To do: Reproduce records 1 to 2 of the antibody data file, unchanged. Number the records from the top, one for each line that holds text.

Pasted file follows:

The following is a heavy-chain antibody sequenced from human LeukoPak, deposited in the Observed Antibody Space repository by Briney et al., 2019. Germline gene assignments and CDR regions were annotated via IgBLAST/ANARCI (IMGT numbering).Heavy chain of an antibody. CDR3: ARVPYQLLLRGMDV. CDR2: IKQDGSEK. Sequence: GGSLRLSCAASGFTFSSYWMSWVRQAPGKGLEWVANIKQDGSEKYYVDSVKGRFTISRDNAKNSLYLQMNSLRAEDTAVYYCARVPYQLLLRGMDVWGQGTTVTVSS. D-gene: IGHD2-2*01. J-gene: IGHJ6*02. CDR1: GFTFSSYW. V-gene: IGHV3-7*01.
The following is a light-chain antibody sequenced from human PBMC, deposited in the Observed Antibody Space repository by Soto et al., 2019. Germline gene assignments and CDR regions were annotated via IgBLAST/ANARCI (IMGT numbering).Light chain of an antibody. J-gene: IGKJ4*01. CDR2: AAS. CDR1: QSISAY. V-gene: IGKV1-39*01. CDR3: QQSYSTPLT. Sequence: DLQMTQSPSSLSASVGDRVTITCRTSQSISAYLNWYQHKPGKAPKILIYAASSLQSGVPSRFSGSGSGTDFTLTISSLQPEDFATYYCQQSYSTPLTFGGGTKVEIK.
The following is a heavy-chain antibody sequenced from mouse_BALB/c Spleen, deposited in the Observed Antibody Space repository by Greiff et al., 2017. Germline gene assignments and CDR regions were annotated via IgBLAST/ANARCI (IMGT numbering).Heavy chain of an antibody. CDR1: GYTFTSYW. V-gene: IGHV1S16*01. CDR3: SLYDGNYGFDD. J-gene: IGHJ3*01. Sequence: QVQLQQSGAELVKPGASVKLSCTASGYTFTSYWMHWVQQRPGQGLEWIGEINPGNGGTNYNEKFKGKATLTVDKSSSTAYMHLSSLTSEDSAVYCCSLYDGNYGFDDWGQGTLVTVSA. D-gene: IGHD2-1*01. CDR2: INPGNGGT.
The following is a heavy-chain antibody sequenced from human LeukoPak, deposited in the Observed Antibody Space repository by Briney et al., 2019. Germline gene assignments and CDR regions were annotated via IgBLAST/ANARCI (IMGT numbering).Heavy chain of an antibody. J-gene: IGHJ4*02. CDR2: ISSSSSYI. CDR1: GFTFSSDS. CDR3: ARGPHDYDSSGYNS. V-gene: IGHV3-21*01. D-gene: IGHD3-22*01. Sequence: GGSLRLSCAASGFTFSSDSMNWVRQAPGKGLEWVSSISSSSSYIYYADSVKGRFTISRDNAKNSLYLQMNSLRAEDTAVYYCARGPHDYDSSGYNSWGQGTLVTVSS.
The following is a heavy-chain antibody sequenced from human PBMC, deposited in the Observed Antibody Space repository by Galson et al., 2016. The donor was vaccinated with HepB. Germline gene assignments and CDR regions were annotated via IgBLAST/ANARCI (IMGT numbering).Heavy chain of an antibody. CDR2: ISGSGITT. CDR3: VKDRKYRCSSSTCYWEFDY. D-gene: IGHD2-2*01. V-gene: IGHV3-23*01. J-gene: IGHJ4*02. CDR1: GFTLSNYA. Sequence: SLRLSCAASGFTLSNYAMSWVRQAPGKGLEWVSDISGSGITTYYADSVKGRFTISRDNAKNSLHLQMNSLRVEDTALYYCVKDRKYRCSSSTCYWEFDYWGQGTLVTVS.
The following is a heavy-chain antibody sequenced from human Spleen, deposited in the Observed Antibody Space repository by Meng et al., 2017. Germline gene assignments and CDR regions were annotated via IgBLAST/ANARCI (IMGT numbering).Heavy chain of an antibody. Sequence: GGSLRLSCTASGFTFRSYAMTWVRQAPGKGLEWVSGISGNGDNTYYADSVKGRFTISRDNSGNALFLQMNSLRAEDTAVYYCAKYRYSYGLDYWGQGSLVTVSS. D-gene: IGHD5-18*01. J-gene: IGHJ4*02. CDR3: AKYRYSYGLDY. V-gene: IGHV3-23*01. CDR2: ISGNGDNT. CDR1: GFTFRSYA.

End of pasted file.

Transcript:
The following is a heavy-chain antibody sequenced from human LeukoPak, deposited in the Observed Antibody Space repository by Briney et al., 2019. Germline gene assignments and CDR regions were annotated via IgBLAST/ANARCI (IMGT numbering).Heavy chain of an antibody. CDR3: ARVPYQLLLRGMDV. CDR2: IKQDGSEK. Sequence: GGSLRLSCAASGFTFSSYWMSWVRQAPGKGLEWVANIKQDGSEKYYVDSVKGRFTISRDNAKNSLYLQMNSLRAEDTAVYYCARVPYQLLLRGMDVWGQGTTVTVSS. D-gene: IGHD2-2*01. J-gene: IGHJ6*02. CDR1: GFTFSSYW. V-gene: IGHV3-7*01.
The following is a light-chain antibody sequenced from human PBMC, deposited in the Observed Antibody Space repository by Soto et al., 2019. Germline gene assignments and CDR regions were annotated via IgBLAST/ANARCI (IMGT numbering).Light chain of an antibody. J-gene: IGKJ4*01. CDR2: AAS. CDR1: QSISAY. V-gene: IGKV1-39*01. CDR3: QQSYSTPLT. Sequence: DLQMTQSPSSLSASVGDRVTITCRTSQSISAYLNWYQHKPGKAPKILIYAASSLQSGVPSRFSGSGSGTDFTLTISSLQPEDFATYYCQQSYSTPLTFGGGTKVEIK.